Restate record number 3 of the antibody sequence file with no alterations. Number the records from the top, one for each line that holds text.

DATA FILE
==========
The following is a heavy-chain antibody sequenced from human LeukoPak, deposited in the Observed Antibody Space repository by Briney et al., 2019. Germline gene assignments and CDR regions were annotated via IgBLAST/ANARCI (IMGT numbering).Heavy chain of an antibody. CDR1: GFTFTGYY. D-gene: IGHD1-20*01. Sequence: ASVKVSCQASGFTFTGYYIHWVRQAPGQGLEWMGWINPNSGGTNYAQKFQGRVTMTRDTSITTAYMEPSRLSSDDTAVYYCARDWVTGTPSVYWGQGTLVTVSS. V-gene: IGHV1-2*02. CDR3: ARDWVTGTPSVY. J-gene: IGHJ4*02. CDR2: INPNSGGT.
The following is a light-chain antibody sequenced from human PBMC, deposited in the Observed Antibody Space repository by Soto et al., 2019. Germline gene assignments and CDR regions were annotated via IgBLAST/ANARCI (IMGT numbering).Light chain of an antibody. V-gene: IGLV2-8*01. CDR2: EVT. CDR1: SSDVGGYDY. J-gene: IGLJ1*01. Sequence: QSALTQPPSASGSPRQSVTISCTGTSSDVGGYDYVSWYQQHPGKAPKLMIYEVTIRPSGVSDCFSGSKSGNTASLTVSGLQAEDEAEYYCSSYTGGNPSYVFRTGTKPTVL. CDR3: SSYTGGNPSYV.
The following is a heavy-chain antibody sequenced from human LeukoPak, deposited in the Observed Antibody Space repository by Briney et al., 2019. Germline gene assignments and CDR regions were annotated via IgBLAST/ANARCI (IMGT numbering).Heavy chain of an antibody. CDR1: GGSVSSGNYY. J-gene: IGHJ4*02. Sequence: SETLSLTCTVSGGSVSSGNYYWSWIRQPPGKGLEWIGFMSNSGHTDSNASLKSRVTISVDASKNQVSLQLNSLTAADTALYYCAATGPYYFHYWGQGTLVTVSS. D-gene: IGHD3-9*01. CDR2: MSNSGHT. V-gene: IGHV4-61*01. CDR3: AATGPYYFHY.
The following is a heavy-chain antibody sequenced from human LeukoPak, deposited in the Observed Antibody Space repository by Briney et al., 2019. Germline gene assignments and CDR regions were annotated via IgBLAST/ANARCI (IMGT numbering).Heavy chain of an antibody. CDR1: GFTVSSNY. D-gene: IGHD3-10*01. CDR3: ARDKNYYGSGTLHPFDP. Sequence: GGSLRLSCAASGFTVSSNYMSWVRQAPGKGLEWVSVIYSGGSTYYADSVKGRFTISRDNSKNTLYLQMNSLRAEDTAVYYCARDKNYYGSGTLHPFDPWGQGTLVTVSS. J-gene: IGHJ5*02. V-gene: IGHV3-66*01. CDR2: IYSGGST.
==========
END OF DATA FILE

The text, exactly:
The following is a heavy-chain antibody sequenced from human LeukoPak, deposited in the Observed Antibody Space repository by Briney et al., 2019. Germline gene assignments and CDR regions were annotated via IgBLAST/ANARCI (IMGT numbering).Heavy chain of an antibody. CDR1: GGSVSSGNYY. J-gene: IGHJ4*02. Sequence: SETLSLTCTVSGGSVSSGNYYWSWIRQPPGKGLEWIGFMSNSGHTDSNASLKSRVTISVDASKNQVSLQLNSLTAADTALYYCAATGPYYFHYWGQGTLVTVSS. D-gene: IGHD3-9*01. CDR2: MSNSGHT. V-gene: IGHV4-61*01. CDR3: AATGPYYFHY.